Offering Food and a Helping Hand in Brentwood, Long Island

Northeast  |  July 16, 2020
Cars are lined up even two hours in advance, the drivers waiting for the food distribution to start. Photo / Jupiter Chiou.

Written by Iris Chiou
Translated by Penny Liu
Edited by Ida Eva Zielinska

The COVID-19 pandemic’s impact is clearly visible in the amount of food Tzu Chi USA is giving out in the New York metropolitan area. The situation in Brentwood, a small town on the south side of Long Island, illustrates how numerous communities in the region are being affected by this crisis.

Many families in Brentwood are recent immigrants, often with an uncertain permanent residency status. There may be multiple families living under one roof, so if one person contracts the virus, everyone is at risk. Further aggravating the challenges these households face, given recent business shutdowns or closures, job opportunities have been reduced or lost entirely.

Consequently, Tzu Chi volunteers learned that the amount of food being provided at distributions offered by a church in Brentwood had doubled or tripled. To gain a deeper understanding of what is needed here, volunteers began conducting home visits to access the level and type of care and support that should be made available.

Needing Food Is a Common Thread

It’s 7:00 in the morning, and already one can see local residents in their cars lined up outside Saint Anne’s R.C. Church waiting for the food distribution to start. Many have arrived this early because they’re afraid they won’t receive any food otherwise.

Cars are lined up even two hours in advance, the drivers waiting for the food distribution to start. Photo / Pinhau Chiou

The first in line is a gentleman and his neighbor. Having no income, the man and his family of three have relied on the church’s weekly food assistance for over three months. When he found out Tzu Chi would distribute fresh produce twice a month starting in June, he worried that the quantity would be limited. And so, here he was, two hours early, waiting for the start of the distribution at 9:00 AM.

About 90% of these families are recent immigrants from Latin America, many with a sensitive residency status, who only pick up temporary work here and there to support their families. Due to the pandemic, they now face gravely reduced chances of finding gainful employment, so for many, their only means of obtaining food at the moment is the weekly distribution provided by St. Anne’s R.C. Church.

Sonia, a petite lady at the wheel of a big old car, has five children. “The youngest is not yet one year old,” she shares in broken English, adding, “I haven’t worked for a long time. Their father just went back to work recently. The food from the church can help.”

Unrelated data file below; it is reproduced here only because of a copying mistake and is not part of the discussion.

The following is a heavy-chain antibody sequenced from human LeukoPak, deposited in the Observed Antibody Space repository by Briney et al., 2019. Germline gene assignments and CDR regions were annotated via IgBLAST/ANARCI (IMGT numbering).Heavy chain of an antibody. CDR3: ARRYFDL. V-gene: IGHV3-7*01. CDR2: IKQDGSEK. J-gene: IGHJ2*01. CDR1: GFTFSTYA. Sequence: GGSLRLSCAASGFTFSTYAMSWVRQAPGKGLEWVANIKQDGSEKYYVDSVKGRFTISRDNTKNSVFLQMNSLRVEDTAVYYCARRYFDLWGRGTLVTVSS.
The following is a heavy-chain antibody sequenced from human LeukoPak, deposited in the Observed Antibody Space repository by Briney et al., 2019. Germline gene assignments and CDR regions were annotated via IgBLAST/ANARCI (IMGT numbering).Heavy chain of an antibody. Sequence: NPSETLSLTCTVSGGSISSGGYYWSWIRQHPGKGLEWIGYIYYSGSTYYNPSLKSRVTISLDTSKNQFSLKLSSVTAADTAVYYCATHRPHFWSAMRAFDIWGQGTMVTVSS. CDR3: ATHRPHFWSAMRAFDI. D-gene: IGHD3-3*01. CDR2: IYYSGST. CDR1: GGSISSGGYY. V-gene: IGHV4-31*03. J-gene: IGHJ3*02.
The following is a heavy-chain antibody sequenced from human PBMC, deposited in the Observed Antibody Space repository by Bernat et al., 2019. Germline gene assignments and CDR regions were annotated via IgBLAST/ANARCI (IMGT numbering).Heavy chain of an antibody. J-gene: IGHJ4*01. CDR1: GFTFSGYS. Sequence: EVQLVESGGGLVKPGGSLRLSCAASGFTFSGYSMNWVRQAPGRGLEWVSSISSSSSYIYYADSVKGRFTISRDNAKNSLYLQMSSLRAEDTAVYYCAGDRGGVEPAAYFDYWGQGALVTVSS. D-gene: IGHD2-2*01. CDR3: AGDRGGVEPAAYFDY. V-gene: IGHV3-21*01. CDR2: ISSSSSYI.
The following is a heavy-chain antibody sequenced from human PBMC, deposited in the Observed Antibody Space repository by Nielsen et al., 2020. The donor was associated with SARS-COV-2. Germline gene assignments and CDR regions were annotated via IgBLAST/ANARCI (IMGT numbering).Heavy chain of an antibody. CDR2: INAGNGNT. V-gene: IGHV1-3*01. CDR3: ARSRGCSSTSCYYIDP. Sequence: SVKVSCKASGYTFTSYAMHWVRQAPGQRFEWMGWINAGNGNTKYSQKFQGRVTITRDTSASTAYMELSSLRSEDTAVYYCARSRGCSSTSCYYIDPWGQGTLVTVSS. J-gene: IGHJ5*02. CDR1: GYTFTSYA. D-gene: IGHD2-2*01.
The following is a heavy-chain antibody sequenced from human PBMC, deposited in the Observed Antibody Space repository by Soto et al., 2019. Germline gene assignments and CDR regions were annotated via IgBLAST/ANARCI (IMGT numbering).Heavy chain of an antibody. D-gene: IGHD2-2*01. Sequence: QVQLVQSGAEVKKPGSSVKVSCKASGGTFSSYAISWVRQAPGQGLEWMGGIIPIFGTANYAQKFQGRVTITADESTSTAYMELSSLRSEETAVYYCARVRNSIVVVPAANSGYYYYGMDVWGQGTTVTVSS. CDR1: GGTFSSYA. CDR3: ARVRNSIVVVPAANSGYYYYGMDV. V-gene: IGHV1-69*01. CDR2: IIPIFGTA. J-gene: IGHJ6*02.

Tzu Chi volunteers distribute boxes of vegetables and fruit to help local residents feed their families during the pandemic. Photo / Pinhau Chiou

Some of the people who came to the distribution had walked 20-30 minutes to get here and pick up food. Young mothers arrived on foot with children in baby carriages. Norna, a grandmother in her fifties, living with her daughter and grandson, has had no income since March. The family was barely making ends meet with their meager savings. Although they have no car and must walk, they still didn’t want to miss the weekly food distribution.

From the sampling of residents who came, it was clear that many had recently lost employment due to the pandemic, significantly increasing the necessity of receiving free food. Accompanied by a few church volunteers, Reverend Stanislaw Wadowski, Pastor at St. Anne’s, packed and carried boxes of food up and down the stairs from the basement at a steady pace. Sweaty and exhausted, Father Stan shared that there were too many people needing help right now, but the church didn’t have enough volunteers.

The church has been distributing food here for many years. Originally, St. Anne’s provided food distributions three times per week. However, by April, they had changed the program to once a week as they no longer had a sufficient amount of food to give away. In the past, at the most, 60-70 people would show up for a distribution: They had never seen more than 300 coming to get food, as they were witnessing now during the pandemic.

From 500 people a month to 2,000 people in April, to nearly 5,000 people in May, we don’t have enough volunteers and resources to meet the demand. Fortunately, Tzu Chi volunteers are here and really help us a lot.

Tzu Chi USA’s Long Island branch has been working with Saint Anne’s Church for over a decade offering regular hot meals distributions and health fairs. When the pandemic started, Tzu Chi began to provide masks and other resources in April. Since June, Tzu Chi has also provided fresh produce every two weeks at the church’s food distributions.

Tzu Chi volunteer Lilian Kuo explains that the church generally provides canned food, rice, bread, or other non-perishable food. At the same time, Tzu Chi supplements these supplies with fresh produce like onions, carrots, lettuce, and fruit. The aim is not only to enhance what the church offers but also to encourage everyone to eat more vegetables and less meat.